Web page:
"Science"Dynamic gating of infrared radiation in a textile | Science
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Old 11-02-2019, 07:34   #35
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Re: Clothing suitable for liveaboards

Originally Posted by LoudMusic View Post
"Clothing suitable for liveaboards" !?!?

All this time I thought it was "Clothing optional for liveaboards"!
Always has been for me.
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Old 11-02-2019, 08:15   #36
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Re: Clothing suitable for liveaboards

...downtown Annapolis, helly Hanson store sounds like you’re kinda garb?

I buy my clothes at Walmart (wrangler boot cut jeans $20-nice on my Harley) and Swiss tech flannel shirts $17.88 but if I splurge I’ll buy salt life or under armor clothes at military base exchange where vendor sets price lower & there’s no tax..
Get Hanes pocket tee shirts at dollar general 5pack for $15.

Other than that it’s goodwill/thrift stores where I get label pig (read as designer) clothes, tommy Bahama silk shirts $10-$20 and I shop Craigslist for foulie yachtie jackets/Harley jackets used offered cheap.

I only break the bank for Hawaiian Ola Kai flipflops and Tony Lama boots for riding my Harley, and black out chuck Taylor high tops I use for dive booties/footwear around coral-rocks, wear them to bar as well...

Yes I wear old school military UDT (underwater dive trunks) shirts and ranger panties (small silky black running shorts) most times on deck/at beach or if clothing is mandatory?

When I was a ski bum I wore Arc Terex...nice clothes but lawyer ladies I date now won’t buy me that stuff anymore so I go without...ive bought cars and dinks w/motors for less than those ski jackets/bibs cost...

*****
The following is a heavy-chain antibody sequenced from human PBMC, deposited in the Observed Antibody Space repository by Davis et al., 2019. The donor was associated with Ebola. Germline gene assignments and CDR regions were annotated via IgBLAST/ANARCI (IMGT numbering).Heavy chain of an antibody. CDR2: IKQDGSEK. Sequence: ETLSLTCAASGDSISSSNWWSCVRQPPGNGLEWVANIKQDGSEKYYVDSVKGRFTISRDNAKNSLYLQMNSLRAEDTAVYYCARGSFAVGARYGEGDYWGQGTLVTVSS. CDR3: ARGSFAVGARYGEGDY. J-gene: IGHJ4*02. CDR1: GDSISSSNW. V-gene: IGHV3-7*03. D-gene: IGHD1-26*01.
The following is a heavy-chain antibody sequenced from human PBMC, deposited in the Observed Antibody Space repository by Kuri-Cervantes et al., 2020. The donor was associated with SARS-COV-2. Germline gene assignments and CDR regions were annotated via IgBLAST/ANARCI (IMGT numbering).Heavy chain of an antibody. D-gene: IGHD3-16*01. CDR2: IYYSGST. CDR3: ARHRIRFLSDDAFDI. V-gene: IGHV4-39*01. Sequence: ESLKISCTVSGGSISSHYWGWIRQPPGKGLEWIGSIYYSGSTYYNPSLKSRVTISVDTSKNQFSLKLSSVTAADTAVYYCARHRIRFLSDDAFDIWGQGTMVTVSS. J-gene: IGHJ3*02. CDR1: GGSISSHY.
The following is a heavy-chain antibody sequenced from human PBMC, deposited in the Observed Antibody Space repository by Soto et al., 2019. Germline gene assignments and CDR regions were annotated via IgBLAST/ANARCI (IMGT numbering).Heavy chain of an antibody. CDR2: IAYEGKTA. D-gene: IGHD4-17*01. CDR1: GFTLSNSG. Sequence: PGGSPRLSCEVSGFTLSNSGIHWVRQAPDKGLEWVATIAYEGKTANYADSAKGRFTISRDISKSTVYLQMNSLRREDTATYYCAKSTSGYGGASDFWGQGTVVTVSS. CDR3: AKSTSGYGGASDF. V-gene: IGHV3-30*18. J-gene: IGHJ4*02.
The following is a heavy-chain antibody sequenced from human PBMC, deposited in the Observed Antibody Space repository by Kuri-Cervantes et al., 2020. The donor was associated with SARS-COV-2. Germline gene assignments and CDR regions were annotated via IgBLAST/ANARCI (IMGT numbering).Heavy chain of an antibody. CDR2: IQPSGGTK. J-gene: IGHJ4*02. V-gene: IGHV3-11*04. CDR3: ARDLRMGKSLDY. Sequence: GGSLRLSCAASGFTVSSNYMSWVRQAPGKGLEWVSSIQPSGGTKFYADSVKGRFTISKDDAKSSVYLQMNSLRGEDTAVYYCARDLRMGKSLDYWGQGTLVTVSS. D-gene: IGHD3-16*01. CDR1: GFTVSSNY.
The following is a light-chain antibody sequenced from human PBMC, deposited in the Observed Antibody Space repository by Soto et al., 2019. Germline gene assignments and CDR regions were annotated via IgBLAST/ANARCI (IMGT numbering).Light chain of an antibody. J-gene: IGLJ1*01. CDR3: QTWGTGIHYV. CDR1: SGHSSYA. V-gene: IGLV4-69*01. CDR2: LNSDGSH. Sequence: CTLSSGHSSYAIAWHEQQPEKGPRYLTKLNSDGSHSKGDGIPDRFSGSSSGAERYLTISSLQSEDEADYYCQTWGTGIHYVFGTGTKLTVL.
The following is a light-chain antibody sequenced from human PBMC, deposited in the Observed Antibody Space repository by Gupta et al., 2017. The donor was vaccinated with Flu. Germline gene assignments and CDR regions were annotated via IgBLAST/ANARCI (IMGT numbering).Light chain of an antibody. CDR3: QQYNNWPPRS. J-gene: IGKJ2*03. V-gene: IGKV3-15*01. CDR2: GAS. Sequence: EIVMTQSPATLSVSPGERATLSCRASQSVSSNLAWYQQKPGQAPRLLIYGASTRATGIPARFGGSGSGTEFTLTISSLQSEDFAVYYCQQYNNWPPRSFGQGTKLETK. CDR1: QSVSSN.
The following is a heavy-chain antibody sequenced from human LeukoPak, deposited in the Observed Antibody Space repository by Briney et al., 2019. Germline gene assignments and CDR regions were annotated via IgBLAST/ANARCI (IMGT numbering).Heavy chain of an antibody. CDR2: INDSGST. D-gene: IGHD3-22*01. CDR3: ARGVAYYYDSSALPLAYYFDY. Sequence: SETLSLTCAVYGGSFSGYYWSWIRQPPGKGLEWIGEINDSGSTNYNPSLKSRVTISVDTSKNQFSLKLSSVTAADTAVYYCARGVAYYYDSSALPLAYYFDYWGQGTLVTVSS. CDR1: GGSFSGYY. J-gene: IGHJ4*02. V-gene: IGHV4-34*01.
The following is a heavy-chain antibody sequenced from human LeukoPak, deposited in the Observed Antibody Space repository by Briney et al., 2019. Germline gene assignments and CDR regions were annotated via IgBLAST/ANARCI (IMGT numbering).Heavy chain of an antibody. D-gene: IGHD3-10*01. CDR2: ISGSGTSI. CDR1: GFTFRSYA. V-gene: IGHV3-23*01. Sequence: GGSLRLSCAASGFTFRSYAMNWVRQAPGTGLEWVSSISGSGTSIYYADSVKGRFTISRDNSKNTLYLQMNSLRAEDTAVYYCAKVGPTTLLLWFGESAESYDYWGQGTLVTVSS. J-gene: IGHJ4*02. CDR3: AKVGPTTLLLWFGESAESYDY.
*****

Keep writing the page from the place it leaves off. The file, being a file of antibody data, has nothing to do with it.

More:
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Old 11-02-2019, 09:14   #37
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Re: Clothing suitable for liveaboards

Originally Posted by kristjan View Post
Goodwill, oxfam, value village etc...
I try to buy everything second hand. Apart from bikinis and underwear of course. I love value village in canada and find it preferable to the goodwill here in California. We are off in a week to Mexico where our boat is and I’m trying to purge my regular clothing for more appropriate wear. It’s challenging to be rid of what I think I may need. In reality: I need very very little.
Rei, running clothing, quick dry lululemon skorts. I’m a girly girl and will need to let go of that a bit more too. It’s a process right?
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Old 11-02-2019, 09:37   #38
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Re: Clothing suitable for liveaboards

I wear what I have always worn. Same stuff. Cotton t-shirts, jeans, sweats, flannel when it is colder, some synthetics especially for long underwear. I have some nice clothes as needed but mostly the difference between work clothes and visiting clothes is stains. Today - Sahalie synthetic pullover with black 5200 on it, a cotton t-shirt, sweats, dual-layer running socks, and somewhere around here some Crocs.
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Old 11-02-2019, 09:54   #39
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Re: Clothing suitable for liveaboards

Oh my ...

I just brought some clothes from my home when I moved aboard ...